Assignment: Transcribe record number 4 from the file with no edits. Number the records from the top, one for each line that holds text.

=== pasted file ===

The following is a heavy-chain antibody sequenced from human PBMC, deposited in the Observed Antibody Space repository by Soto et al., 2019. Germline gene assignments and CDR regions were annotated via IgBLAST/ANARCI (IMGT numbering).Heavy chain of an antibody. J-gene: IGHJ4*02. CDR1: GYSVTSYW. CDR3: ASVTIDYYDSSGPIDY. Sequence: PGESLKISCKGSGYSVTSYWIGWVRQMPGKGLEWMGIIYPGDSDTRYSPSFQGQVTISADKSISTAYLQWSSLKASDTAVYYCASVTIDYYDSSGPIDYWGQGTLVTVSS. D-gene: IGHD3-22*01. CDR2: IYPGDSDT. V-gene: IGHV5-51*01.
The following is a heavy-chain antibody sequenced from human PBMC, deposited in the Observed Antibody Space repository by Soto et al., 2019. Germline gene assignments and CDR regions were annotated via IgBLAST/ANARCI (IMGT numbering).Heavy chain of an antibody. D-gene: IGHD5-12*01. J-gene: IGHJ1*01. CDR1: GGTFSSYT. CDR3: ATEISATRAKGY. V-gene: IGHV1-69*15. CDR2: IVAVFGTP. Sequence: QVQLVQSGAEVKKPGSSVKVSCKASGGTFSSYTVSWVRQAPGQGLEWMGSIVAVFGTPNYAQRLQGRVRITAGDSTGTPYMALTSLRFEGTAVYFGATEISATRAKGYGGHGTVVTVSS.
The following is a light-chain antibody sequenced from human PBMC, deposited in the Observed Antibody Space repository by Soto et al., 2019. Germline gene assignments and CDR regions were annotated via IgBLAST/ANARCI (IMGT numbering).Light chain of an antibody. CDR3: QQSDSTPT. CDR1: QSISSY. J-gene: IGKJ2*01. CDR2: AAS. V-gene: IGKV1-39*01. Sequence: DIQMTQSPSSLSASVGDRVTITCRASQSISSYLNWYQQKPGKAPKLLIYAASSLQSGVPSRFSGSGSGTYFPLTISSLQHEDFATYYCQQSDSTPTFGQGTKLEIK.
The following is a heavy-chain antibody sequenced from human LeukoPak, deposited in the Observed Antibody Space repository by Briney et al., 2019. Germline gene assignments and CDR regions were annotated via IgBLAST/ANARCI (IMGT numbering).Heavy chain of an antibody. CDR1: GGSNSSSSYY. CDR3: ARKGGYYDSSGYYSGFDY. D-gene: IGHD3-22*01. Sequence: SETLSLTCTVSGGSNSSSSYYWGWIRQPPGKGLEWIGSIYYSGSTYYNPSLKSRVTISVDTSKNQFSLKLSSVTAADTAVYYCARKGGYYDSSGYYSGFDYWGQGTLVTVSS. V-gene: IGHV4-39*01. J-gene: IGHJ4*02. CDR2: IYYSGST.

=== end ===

The following is a heavy-chain antibody sequenced from human LeukoPak, deposited in the Observed Antibody Space repository by Briney et al., 2019. Germline gene assignments and CDR regions were annotated via IgBLAST/ANARCI (IMGT numbering).Heavy chain of an antibody. CDR1: GGSNSSSSYY. CDR3: ARKGGYYDSSGYYSGFDY. D-gene: IGHD3-22*01. Sequence: SETLSLTCTVSGGSNSSSSYYWGWIRQPPGKGLEWIGSIYYSGSTYYNPSLKSRVTISVDTSKNQFSLKLSSVTAADTAVYYCARKGGYYDSSGYYSGFDYWGQGTLVTVSS. V-gene: IGHV4-39*01. J-gene: IGHJ4*02. CDR2: IYYSGST.